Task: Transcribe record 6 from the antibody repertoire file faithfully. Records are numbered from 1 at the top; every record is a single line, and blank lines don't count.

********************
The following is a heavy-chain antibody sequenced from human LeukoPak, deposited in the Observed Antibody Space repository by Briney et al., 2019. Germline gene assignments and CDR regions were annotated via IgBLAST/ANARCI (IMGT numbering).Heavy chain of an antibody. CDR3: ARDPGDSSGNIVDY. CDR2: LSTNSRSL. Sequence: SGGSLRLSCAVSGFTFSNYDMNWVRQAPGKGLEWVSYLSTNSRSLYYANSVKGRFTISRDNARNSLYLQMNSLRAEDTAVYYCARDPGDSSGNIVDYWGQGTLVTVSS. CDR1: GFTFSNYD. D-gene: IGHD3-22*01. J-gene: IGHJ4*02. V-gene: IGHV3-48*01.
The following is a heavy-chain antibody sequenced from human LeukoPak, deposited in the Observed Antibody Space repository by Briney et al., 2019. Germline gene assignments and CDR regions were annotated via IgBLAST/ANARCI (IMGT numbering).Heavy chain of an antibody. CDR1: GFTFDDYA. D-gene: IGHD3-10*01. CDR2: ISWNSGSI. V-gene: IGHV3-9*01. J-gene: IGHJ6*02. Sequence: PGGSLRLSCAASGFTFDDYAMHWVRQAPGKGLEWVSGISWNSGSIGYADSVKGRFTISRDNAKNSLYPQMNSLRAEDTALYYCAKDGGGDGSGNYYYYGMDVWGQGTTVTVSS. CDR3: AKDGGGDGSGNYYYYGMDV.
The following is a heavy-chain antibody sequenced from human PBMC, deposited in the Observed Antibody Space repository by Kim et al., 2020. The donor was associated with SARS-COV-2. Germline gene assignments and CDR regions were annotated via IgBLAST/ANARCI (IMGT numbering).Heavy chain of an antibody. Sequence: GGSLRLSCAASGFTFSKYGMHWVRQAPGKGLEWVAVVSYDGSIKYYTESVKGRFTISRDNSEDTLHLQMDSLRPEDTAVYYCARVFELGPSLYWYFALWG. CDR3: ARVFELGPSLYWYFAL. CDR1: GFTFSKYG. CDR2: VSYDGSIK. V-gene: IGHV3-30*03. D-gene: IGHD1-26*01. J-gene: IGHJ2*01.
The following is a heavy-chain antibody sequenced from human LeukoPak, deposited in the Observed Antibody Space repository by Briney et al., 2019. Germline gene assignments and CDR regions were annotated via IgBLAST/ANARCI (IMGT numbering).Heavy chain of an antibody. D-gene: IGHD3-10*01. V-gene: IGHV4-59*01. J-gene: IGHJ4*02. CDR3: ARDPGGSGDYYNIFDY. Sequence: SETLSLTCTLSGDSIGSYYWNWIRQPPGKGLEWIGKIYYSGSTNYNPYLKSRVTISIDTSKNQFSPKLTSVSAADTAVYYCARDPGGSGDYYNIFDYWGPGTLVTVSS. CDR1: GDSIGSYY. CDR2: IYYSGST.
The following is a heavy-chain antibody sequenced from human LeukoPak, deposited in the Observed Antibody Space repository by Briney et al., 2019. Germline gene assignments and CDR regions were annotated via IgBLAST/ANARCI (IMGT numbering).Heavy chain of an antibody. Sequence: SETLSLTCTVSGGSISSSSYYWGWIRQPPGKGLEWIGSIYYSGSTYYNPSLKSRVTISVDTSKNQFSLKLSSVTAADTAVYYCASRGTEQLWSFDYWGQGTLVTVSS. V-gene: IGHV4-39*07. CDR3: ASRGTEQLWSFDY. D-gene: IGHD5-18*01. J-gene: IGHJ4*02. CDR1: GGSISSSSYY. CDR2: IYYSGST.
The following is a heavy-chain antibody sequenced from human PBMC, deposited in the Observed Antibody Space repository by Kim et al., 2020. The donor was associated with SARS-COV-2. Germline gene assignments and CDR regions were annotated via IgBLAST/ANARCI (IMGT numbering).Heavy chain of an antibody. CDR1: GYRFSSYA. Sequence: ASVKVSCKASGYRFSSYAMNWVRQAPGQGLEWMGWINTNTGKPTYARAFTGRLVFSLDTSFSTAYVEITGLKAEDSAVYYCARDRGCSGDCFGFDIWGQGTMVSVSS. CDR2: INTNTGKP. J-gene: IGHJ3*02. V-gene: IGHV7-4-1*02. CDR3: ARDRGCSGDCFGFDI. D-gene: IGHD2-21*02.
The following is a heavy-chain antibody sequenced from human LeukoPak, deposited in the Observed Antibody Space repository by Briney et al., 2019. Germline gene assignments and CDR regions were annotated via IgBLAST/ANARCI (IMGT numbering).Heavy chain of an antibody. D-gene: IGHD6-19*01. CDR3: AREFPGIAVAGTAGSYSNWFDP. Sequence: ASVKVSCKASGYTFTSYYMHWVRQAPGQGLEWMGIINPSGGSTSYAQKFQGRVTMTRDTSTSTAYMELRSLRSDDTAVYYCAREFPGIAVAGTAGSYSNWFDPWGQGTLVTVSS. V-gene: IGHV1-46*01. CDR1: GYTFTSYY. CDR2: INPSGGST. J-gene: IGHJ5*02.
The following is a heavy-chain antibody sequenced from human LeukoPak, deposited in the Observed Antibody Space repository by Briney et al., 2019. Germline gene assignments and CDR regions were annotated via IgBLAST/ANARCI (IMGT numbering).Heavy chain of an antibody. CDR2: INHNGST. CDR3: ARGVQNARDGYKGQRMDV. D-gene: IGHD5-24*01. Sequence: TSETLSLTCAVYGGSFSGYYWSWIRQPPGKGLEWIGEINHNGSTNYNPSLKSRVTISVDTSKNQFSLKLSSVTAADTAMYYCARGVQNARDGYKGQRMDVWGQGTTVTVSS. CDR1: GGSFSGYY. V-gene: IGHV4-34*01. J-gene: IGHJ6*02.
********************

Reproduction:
The following is a heavy-chain antibody sequenced from human PBMC, deposited in the Observed Antibody Space repository by Kim et al., 2020. The donor was associated with SARS-COV-2. Germline gene assignments and CDR regions were annotated via IgBLAST/ANARCI (IMGT numbering).Heavy chain of an antibody. CDR1: GYRFSSYA. Sequence: ASVKVSCKASGYRFSSYAMNWVRQAPGQGLEWMGWINTNTGKPTYARAFTGRLVFSLDTSFSTAYVEITGLKAEDSAVYYCARDRGCSGDCFGFDIWGQGTMVSVSS. CDR2: INTNTGKP. J-gene: IGHJ3*02. V-gene: IGHV7-4-1*02. CDR3: ARDRGCSGDCFGFDI. D-gene: IGHD2-21*02.